To see the future, visit the most remote areas of the GBAO


#1

Originally published at: http://boingboing.net/2016/07/12/to-see-the-future-visit-the-m.html


#2

“The” future? Whose future? It makes no sense to me to claim that we’ll all have the same one.


#3

Yeah I was wondering that as well after reading that.


#4

I can’t even begin to understand what the hell this is about…


#5

And…“To truly know a man, you must fight him”.


#6

When I was last in the GBAO (he said, obnoxiously), things were a little more rudimentary, but the Chinese influence was already very obvious. China has basically embarked on a project to own (commercially) the parts of the world that the West turns its nose up at. So Central Asia is full of road-building projects commissioned by local governments and executed by Chinese engineers and workers, most of which have the useful property of helping move finished goods quickly from Chinese manufacturers to local markets, and moving raw materials back in the other direction. (The same thing is happening in other parts of Asia and Africa).

And boy, do they need better roads. What he said about Chinese truckers as frontiersmen is right on the money: God damn, but those guys earn their money. I saw a couple of truckers who’d failed to negotiate a scary turn and dropped a bulldozer & half a brand new tractor trailer down a waterfall. You couldn’t pay me enough to drive stuff that big on roads that bad.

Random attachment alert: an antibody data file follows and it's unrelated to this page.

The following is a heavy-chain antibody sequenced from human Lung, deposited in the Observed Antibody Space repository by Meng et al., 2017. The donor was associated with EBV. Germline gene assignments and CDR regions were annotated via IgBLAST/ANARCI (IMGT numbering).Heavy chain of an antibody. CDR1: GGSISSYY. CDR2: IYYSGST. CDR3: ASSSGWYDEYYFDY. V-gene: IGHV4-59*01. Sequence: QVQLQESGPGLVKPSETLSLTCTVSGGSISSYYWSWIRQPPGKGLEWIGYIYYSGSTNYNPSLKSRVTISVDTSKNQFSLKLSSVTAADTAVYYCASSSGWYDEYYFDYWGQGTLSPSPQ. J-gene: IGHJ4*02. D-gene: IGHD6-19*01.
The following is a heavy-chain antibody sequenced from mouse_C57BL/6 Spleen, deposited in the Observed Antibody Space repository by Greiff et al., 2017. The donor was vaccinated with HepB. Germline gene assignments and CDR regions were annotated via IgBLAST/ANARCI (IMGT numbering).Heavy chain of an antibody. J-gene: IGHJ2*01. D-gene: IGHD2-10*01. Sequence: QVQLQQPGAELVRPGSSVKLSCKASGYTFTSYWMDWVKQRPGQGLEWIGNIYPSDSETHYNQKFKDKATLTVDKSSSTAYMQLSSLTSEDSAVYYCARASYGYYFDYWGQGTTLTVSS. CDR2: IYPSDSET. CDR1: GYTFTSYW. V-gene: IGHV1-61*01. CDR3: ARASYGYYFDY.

The Western perspective on the world – as reflected in our media, at least – is singularly arrogant and egocentric, usually portraying other nations as unwashed illiterates and China as primarily a source of cheap goods to fill our Walmarts. The future of the world, we are told, will be determined by Western ingenuity and force of arms. I think China has other ideas. And like the author of the article, I think Central Asia is a good place to see how they’re working on making a future of their own.


#7

Or, if you’d rather visit the most remote areas of GBOA:


#8

OMG! Gay Bikers on Acid!!! They WERE the future!


#9

 49. The most interesting destinations aren’t geotagged, are not easily geo-taggable. Bonus points if you can figure that one out.

A nod’s as good as a wink to a blind horse. :upside_down:


#10

The premium for buying gasoline in a remote village in the GBAO is 20% more than the nearest town.

Also true in the US - probably everywhere.


#11

In the future you’ll be able to have people do things for you that benefit you! Why should I have to depend on others to have a translation app when I can do the same for them and we both mutually benefit?


#12

I want a D3!


#13

Quote from article list:

The sooner western companies own up to copying WeChat, the sooner we can get on with acknowledging a significant shift in the global creative center of gravity.

Meh. It’s just another copy of Kakao talk. Have you been to South Korea lately? WeChat was released in January 2011. Kakao Talk: March 18, 2010.


#14

$985? For a duffel bag? I’ll pass.


#15

30 year reunion tour this autumn, incidentally.


#16

I think he is saying the most interesting locations are underground.


#17

Like how convinced we are in the United States that the future of our economy is technology and innovation. That only makes sense if your base assumption is that the rest of the world has subhuman intellect and is incapable of innovation.


#18

No shit! Really!

I’m old.


#19

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